The European Commission has made proposals to reform the Common European Asylum System by creating a fairer, more efficient and more sustainable system for allocating asylum applications among Member States. The basic principle will remain the same – asylum seekers should, unless they have family elsewhere, apply for asylum in the first country they enter – but a new fairness mechanism will ensure no Member State is left with a disproportionate pressure on its asylum system. This reform is intended to form the medium term response to future migratory challenges. For a detailed Q&A see here.
The text proposes a corrective allocation mechanism (“the fairness mechanism“) that will automatically establish when a country is handling a disproportionate number of asylum applications, by reference to the country’s size and wealth. If one country is receiving disproportionate numbers above and beyond that reference (over 150% of the reference number), all further new applicants in that country will (regardless of nationality) be relocated across the EU until the number of applications is back below that level. A Member State will also have the option to temporarily not take part in the reallocation against a solidarity contribution of € 250,000 for each applicant that will go to the receiving Member State. The fairness mechanism will also factor in the effort being made by a Member State to resettle those in need of international protection direct from a third country, in line with the effort to implement legal and safe pathways to Europe. The text sets out clear obligations for asylum applicants to discourage abuses and secondary movements, including the duty to remain in the Member State responsible for their claim, geographic limits to the provision of material reception benefits and proportionate consequences in case of non-compliance. At the same time, the text aims at protecting asylum seekers’ best interests with stronger guarantees for unaccompanied minors and a balanced extension of the definition of family members;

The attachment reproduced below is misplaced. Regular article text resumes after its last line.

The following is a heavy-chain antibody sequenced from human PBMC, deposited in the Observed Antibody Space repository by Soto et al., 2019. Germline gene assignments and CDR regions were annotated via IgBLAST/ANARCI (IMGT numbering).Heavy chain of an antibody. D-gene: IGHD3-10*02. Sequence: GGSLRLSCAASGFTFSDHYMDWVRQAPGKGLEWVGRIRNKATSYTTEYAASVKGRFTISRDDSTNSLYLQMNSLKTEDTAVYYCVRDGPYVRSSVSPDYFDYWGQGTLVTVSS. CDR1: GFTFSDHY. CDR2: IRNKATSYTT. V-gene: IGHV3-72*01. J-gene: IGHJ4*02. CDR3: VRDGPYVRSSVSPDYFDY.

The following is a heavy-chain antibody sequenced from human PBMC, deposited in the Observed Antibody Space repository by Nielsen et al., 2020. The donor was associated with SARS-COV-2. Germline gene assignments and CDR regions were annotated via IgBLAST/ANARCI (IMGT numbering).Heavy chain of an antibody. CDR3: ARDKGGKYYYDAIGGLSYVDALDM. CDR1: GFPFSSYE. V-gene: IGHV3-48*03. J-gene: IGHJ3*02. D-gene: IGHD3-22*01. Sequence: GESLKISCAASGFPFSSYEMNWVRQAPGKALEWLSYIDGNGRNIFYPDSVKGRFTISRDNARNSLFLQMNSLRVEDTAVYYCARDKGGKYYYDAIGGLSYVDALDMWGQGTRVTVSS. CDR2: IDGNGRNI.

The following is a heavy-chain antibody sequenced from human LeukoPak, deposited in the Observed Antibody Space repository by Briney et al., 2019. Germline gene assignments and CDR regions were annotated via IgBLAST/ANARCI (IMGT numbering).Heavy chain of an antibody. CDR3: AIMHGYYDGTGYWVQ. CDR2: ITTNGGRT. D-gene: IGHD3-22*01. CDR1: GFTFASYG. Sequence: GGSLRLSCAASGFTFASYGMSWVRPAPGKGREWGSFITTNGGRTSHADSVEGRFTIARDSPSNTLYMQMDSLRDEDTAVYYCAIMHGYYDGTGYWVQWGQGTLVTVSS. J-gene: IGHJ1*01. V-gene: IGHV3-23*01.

Today’s proposals also include transforming the existing European Asylum Support Office (EASO) into a fully-fledged European Union Agency for Asylum to reflect its enhanced role in the new system and reinforcing of the EU’s fingerprinting database, Eurodac, in order to better manage the asylum system and to help tackle irregular migration.
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